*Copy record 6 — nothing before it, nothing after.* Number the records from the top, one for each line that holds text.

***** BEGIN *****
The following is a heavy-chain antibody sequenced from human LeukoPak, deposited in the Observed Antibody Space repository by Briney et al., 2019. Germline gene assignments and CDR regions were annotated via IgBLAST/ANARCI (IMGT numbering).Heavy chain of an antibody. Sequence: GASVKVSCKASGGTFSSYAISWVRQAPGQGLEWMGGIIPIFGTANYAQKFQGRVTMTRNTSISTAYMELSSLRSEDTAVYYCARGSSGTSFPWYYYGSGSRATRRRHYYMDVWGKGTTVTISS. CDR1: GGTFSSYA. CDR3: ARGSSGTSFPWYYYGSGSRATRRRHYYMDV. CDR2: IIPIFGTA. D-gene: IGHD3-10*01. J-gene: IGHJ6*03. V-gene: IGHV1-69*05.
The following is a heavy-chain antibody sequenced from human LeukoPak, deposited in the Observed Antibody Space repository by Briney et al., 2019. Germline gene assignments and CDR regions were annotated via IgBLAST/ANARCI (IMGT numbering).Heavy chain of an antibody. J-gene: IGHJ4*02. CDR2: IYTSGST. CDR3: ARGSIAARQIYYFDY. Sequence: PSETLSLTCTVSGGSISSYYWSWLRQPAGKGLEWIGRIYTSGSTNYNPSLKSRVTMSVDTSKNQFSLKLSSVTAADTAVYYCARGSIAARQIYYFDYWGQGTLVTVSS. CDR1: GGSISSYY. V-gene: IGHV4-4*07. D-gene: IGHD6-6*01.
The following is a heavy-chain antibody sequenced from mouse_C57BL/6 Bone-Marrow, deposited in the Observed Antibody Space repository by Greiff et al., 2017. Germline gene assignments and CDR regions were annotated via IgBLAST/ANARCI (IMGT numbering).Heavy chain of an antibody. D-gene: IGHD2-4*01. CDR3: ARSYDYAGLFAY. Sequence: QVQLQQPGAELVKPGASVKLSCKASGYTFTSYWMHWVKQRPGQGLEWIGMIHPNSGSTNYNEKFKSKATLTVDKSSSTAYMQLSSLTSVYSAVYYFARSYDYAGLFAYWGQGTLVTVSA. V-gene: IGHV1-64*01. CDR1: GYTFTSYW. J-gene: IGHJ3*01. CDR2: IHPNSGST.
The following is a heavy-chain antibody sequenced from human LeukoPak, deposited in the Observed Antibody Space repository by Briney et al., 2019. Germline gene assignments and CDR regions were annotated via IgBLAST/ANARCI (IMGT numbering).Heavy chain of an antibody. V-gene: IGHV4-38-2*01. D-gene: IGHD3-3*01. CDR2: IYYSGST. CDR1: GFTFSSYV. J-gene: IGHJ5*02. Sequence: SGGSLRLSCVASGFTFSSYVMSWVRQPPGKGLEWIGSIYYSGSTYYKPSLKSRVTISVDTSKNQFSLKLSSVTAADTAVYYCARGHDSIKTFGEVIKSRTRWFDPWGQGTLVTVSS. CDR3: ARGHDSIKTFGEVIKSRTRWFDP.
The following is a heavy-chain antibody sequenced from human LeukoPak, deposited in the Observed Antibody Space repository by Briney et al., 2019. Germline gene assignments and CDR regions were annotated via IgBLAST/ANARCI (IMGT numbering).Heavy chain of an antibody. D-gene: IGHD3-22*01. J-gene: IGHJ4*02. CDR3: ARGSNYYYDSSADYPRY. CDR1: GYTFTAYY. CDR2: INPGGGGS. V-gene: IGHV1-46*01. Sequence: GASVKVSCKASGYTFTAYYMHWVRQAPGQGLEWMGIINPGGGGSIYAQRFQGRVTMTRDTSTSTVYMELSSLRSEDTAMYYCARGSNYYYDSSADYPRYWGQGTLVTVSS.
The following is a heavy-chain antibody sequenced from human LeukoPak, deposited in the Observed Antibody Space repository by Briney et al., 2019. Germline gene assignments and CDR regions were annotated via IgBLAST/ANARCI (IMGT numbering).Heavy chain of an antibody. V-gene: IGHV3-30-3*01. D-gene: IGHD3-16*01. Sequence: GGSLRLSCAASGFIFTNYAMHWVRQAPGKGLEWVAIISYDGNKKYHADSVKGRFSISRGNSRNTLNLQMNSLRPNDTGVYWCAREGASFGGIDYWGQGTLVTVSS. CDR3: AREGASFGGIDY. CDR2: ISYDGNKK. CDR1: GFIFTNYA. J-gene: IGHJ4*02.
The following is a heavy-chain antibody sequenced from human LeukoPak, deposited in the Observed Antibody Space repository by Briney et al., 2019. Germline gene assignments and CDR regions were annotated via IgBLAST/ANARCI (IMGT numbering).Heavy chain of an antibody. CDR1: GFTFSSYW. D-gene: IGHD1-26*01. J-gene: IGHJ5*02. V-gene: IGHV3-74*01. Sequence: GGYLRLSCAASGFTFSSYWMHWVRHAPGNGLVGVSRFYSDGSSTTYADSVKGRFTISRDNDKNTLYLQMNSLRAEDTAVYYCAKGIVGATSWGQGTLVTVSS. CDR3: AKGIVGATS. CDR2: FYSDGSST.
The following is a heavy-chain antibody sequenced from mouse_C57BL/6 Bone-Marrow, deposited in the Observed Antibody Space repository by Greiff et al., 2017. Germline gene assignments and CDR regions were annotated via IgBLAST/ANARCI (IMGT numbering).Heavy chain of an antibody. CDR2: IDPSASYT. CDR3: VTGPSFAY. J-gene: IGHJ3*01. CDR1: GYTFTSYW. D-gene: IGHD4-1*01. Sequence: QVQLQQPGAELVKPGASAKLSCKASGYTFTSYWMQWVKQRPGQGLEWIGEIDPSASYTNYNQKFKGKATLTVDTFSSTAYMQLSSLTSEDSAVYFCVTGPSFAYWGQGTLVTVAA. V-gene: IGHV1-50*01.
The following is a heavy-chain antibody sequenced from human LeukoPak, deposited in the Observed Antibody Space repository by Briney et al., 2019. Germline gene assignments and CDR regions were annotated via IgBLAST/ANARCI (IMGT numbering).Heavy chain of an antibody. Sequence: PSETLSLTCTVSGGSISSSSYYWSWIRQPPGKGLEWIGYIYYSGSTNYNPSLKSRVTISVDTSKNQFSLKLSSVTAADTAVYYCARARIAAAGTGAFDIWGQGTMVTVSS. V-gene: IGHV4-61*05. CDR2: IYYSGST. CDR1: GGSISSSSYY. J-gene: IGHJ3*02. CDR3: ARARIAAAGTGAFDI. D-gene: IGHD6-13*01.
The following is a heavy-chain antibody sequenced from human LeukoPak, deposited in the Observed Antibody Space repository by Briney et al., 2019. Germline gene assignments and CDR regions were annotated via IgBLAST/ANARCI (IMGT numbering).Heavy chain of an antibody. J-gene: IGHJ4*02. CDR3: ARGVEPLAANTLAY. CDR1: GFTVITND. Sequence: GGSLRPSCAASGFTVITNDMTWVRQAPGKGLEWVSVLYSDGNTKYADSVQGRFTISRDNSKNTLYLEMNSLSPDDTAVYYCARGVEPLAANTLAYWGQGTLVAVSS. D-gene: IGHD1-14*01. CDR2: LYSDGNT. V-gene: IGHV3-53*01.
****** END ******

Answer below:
The following is a heavy-chain antibody sequenced from human LeukoPak, deposited in the Observed Antibody Space repository by Briney et al., 2019. Germline gene assignments and CDR regions were annotated via IgBLAST/ANARCI (IMGT numbering).Heavy chain of an antibody. V-gene: IGHV3-30-3*01. D-gene: IGHD3-16*01. Sequence: GGSLRLSCAASGFIFTNYAMHWVRQAPGKGLEWVAIISYDGNKKYHADSVKGRFSISRGNSRNTLNLQMNSLRPNDTGVYWCAREGASFGGIDYWGQGTLVTVSS. CDR3: AREGASFGGIDY. CDR2: ISYDGNKK. CDR1: GFIFTNYA. J-gene: IGHJ4*02.